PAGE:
Star of the cult hit comedy “Workaholics” and 2003 University of Wisconsin-Madison graduate Anders Holm did not stray from his hallmark brand of getting-as-close-to-the-line-without-crossing-it humor as he delivered a pop culture-soaked and heartfelt commencement speech to UW-Madison’s class of 2013 at the Kohl Center Saturday.
Disappointed by the university declining his request for an entrance accompanied by music, a fog machine, pyrotechnics and “50 twerk babes twerking it for me,” Holm used his iPhone to supply background music when introducing himself to the graduates and their families.
He specifically welcomed the “Badger grandmas” and told them “it’s mind blowing to think that just 50, 60 years ago you guys were pioneering the walk of shame.”
Holm, the co-creator, writer and star of the Comedy Central sitcom “Workaholics” shared his post-graduate success story with the audience.
Armed with only a film script, which he finished during his junior year at UW-Madison, and aspirations to become the “next big ‘thang’ in screenwriting,” Holm said he packed his life into a green minivan following graduation and moved to Los Angeles despite not having any professional or personal connections.
After years of working part-time jobs and interning as a writer’s assistant, Holm said he found his big break when a Comedy Central executive sought out Holm and his sketch comedy group, Mail Order Comedy, consisting of colleagues Blake Anderson, Adam DeVine and Kyle Newacheck, for a new show after seeing the group’s home videos online.
Holm encouraged the 2013 graduates to pursue their own ambitions and provided them with the five pieces of wisdom he said he discovered throughout his career:
1.) “You have to be able to handle rejection, just get used to it. In fact, love rejection.”
2.) “Be prepared to work harder than anybody else for what you want, but always take time to watch cartoons.”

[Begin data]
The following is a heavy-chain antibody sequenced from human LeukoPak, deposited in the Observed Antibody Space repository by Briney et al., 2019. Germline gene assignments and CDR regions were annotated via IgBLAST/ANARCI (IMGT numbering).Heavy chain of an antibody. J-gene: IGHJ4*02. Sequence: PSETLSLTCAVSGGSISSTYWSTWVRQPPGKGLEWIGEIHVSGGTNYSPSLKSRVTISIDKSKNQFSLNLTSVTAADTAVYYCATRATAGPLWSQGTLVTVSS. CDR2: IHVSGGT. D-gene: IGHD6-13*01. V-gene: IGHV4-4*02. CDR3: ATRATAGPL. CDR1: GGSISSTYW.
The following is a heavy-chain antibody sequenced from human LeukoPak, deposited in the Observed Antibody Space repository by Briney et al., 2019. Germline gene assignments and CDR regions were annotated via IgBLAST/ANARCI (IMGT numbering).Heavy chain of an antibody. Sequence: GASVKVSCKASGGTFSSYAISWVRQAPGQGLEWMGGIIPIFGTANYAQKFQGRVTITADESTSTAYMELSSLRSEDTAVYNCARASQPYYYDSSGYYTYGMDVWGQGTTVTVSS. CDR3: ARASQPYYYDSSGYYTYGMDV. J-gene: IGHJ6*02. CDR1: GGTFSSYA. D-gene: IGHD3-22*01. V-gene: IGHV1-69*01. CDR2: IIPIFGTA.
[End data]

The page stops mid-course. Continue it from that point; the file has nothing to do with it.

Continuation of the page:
3.) “If your boss asks you if you can do something, always say ‘Yes,’ even if you can’t. Especially if you can’t.”
4.) “If you’re not curious, practice being curious. Want to know things, ask questions.”
5.) “Consider what other people think of you, but don’t be afraid of what they think of you.”
Holm, a self-described “dumb-dumb,” told both the “smart kids” and those who shared his lack of academic prowess not to worry their futures. He emphasized the need to build self-worth through defining oneself and occupying a unique space in the world.
“To get what you want out of life, all you can really do is find out who you are and do that,” he said. “You are you and no one else is, that’s your potential value, you just need to figure out how to apply it.”
Holm added that “writing fart jokes” to make people laugh is his passion, but he encouraged graduates to reflect on their own experiences to find what makes them happy.
“Thinking about who you are, it’s going to help you find out where you fit in and also what you’re worth,” Holm said. “I’m not only talking about money, I’m talking about time. How do you guys want to spend your time on this Earth?”
The soon-to-be 32-year-old acknowledged the inherent discomfort in discovering one’s shortcomings when “actively thinking about who you are” but said “self-reflection also helps you discover your strengths.”
Holm, who also spoke at graduation ceremonies Friday and Sunday, took a moment of silence during his speech for the Mifflin Street Block Party.
“Time marches on, things change,” he said. “One thing remains the same; this school is the best. If you don’t realize that now, you will realize it later.”